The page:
Thread: Strange struct padding?

  1. #1
    Registered User
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    Dec 2006

    Strange struct padding?

    I understand that the standard doesn't specify padding etc etc, but this is a "real world" question.

    I have a struct
    struct S {
            long long int a;
            int b;
            int c;
            char d;
            char e;
    and I expect its size to be 18 bytes, since no padding is needed (ints already aligned to 4-bytes boundaries, and chars don't matter).

    But gcc 4.2.3 on x86-64 Linux gives me a size of 24. How does that work?

    *edit* is it so that if I stack them up in an array, the long long member will be aligned to 8-bytes boundaries? */edit*
    Last edited by cyberfish; 12-14-2008 at 12:45 AM.

  2. #2
    Registered User C_ntua's Avatar
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    Jun 2008
    edit: meeh, I am not sure will let someone else give a better answer
    Last edited by C_ntua; 12-14-2008 at 01:12 AM.

  3. #3
    and the Hat of Guessing tabstop's Avatar
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    Nov 2007
    I believe your edit is the correct reason.

  4. #4
    Join Date
    Oct 2007
    Inside my computer
    Both chars are apparently padded. Makes sense, since otherwise the "e" member would not be aligned. And if the last member isn't 4 bytes, then arrays won't be aligned.
    Quote Originally Posted by Adak View Post
    io.h certainly IS included in some modern compilers. It is no longer part of the standard for C, but it is nevertheless, included in the very latest Pelles C versions.
    Quote Originally Posted by Salem View Post
    You mean it's included as a crutch to help ancient programmers limp along without them having to relearn too much.

    Outside of your DOS world, your header file is meaningless.

  5. #5
    Cat without Hat CornedBee's Avatar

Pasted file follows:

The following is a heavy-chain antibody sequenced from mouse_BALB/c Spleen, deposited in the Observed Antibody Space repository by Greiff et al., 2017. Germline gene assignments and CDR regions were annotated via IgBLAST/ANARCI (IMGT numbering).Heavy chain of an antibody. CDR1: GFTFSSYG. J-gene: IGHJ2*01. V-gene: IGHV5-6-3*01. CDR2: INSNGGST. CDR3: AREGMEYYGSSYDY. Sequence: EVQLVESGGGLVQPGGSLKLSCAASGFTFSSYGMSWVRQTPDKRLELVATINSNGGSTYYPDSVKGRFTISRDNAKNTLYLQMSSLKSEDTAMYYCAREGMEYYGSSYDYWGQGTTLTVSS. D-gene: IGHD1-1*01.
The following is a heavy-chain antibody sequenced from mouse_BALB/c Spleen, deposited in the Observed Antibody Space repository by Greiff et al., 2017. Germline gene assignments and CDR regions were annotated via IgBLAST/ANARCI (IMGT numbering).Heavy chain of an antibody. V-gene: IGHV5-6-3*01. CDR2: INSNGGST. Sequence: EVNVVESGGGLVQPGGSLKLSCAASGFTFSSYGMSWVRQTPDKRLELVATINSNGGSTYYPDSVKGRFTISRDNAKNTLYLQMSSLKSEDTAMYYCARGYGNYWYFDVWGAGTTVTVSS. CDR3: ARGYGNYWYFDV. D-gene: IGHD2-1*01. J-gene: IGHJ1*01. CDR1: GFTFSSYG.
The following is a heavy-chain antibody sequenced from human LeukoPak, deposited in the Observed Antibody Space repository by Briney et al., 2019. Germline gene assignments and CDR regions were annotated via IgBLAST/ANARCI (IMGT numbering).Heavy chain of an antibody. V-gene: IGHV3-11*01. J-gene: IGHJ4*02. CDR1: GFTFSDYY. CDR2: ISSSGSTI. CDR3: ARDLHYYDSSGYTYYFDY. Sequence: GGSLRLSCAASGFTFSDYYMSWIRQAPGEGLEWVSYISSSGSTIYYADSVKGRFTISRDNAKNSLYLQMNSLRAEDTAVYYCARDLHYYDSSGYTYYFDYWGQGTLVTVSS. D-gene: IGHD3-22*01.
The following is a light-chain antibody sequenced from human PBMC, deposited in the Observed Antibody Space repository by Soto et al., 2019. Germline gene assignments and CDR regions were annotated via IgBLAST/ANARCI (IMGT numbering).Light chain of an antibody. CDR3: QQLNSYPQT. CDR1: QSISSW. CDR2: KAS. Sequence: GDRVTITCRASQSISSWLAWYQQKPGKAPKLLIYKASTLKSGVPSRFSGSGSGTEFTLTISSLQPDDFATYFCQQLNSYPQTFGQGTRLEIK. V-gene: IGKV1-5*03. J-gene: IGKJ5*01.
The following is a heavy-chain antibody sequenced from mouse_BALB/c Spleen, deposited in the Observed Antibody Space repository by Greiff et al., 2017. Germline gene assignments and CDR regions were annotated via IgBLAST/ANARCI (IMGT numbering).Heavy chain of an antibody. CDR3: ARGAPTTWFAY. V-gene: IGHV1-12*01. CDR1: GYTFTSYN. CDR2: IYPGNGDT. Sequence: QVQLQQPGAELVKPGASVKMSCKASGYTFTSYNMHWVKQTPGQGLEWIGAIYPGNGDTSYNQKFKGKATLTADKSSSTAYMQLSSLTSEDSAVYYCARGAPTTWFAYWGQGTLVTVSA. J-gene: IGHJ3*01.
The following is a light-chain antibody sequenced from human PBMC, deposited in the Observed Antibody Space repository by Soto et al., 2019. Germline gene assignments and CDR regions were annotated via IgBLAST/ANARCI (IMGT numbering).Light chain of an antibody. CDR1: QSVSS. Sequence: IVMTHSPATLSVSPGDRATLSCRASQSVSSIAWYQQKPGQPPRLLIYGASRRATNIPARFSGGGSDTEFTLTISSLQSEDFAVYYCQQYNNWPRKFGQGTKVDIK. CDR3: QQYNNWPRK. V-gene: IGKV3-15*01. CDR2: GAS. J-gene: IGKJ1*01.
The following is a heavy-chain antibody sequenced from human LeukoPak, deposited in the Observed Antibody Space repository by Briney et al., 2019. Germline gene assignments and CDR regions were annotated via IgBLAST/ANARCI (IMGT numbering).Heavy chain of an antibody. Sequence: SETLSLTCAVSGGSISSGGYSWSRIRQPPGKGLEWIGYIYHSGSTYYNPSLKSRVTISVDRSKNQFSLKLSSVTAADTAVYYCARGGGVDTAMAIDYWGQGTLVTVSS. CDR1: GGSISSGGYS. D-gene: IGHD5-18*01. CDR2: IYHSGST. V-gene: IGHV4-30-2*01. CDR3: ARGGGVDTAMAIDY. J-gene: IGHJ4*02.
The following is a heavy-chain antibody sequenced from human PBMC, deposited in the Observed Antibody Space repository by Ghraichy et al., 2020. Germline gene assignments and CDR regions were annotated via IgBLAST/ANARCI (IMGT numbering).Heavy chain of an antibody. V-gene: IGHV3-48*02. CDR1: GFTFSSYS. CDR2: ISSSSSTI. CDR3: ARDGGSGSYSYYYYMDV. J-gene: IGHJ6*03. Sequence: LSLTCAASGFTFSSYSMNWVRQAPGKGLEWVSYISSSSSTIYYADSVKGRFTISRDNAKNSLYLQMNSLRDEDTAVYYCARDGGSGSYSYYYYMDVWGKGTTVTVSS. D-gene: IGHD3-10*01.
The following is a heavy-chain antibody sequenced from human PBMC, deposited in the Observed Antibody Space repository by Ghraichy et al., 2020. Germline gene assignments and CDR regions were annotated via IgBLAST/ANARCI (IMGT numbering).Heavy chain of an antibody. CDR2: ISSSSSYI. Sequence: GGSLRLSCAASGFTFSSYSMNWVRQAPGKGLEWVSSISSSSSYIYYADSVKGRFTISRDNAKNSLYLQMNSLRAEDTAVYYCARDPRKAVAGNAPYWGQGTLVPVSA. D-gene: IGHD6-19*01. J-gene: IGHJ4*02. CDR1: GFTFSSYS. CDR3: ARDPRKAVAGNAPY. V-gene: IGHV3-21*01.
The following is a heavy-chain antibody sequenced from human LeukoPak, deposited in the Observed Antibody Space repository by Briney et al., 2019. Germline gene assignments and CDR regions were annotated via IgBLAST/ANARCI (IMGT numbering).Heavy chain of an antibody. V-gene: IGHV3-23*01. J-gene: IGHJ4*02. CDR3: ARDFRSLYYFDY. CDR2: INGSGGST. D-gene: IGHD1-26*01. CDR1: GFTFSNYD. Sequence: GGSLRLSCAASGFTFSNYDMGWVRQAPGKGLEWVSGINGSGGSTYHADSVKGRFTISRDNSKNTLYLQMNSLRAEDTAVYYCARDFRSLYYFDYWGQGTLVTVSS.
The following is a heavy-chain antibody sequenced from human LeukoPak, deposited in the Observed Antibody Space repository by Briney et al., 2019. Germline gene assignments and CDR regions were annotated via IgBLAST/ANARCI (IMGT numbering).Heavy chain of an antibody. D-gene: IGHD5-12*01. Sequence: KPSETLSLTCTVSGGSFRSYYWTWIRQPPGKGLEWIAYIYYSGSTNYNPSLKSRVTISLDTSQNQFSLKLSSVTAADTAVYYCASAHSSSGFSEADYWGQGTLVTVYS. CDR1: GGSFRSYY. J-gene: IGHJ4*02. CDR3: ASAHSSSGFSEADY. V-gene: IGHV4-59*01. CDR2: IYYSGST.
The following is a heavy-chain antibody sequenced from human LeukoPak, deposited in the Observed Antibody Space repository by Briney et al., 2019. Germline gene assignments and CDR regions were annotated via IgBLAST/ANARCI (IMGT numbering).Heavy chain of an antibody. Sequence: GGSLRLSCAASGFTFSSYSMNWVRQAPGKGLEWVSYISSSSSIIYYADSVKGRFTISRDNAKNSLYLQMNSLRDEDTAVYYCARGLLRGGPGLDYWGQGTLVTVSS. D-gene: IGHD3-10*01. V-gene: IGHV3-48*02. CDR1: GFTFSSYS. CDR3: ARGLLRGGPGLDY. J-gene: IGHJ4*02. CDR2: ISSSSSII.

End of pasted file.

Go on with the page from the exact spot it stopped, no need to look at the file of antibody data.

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    Apr 2003
    Structs are typically end-padded to the size divisible by the alignment requirements of the most demanding member. Your guess is exactly the correct reason.
    All the buzzt!

    "There is not now, nor has there ever been, nor will there ever be, any programming language in which it is the least bit difficult to write bad code."
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  6. #6
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    Dec 2006
    I see.

    Many thanks.

  7. #7
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    Jul 2011
    Structure padding is done by the compilers and this depends on the architectures. Some architectures cannot access the data which will be stored on the odd addresses or they may find difficult to access it. This is the reason for padding extra bytes.
    Structure padding in C

  8. #8
    Registered User
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    Dec 2006
    Stop bumping 4 years old threads!! Look at the date of the last post.

  9. #9
    C++ Witch laserlight's Avatar
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    Oct 2003
    Quote Originally Posted by cyberfish
    Stop bumping 4 years old threads!! Look at the date of the last post.
    Quoted For Truth

    *thread closed*
    Quote Originally Posted by Bjarne Stroustrup (2000-10-14)
    I get maybe two dozen requests for help with some sort of programming or design problem every day. Most have more sense than to send me hundreds of lines of code. If they do, I ask them to find the smallest example that exhibits the problem and send me that. Mostly, they then find the error themselves. "Finding the smallest program that demonstrates the error" is a powerful debugging tool.
    Look up a C++ Reference and learn How To Ask Questions The Smart Way

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